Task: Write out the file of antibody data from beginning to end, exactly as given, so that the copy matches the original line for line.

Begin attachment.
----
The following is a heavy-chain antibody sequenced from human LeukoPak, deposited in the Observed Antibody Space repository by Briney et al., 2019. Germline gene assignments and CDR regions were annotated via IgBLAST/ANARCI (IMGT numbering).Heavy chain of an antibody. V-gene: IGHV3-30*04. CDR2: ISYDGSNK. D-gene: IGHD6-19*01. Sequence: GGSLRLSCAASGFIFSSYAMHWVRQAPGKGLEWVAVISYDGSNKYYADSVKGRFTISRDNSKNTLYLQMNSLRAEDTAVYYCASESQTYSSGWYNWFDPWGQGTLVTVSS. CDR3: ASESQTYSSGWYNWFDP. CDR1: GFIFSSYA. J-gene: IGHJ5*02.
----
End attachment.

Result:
The following is a heavy-chain antibody sequenced from human LeukoPak, deposited in the Observed Antibody Space repository by Briney et al., 2019. Germline gene assignments and CDR regions were annotated via IgBLAST/ANARCI (IMGT numbering).Heavy chain of an antibody. V-gene: IGHV3-30*04. CDR2: ISYDGSNK. D-gene: IGHD6-19*01. Sequence: GGSLRLSCAASGFIFSSYAMHWVRQAPGKGLEWVAVISYDGSNKYYADSVKGRFTISRDNSKNTLYLQMNSLRAEDTAVYYCASESQTYSSGWYNWFDPWGQGTLVTVSS. CDR3: ASESQTYSSGWYNWFDP. CDR1: GFIFSSYA. J-gene: IGHJ5*02.